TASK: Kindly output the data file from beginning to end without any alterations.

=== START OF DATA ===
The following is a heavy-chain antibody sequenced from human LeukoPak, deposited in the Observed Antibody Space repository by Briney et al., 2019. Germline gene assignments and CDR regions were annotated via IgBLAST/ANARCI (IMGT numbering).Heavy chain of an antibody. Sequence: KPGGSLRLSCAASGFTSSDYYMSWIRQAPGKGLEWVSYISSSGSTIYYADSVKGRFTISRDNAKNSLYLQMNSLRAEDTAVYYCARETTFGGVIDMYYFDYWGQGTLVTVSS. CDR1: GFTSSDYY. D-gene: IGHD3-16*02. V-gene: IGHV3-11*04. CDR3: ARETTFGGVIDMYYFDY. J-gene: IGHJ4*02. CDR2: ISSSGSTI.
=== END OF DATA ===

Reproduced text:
The following is a heavy-chain antibody sequenced from human LeukoPak, deposited in the Observed Antibody Space repository by Briney et al., 2019. Germline gene assignments and CDR regions were annotated via IgBLAST/ANARCI (IMGT numbering).Heavy chain of an antibody. Sequence: KPGGSLRLSCAASGFTSSDYYMSWIRQAPGKGLEWVSYISSSGSTIYYADSVKGRFTISRDNAKNSLYLQMNSLRAEDTAVYYCARETTFGGVIDMYYFDYWGQGTLVTVSS. CDR1: GFTSSDYY. D-gene: IGHD3-16*02. V-gene: IGHV3-11*04. CDR3: ARETTFGGVIDMYYFDY. J-gene: IGHJ4*02. CDR2: ISSSGSTI.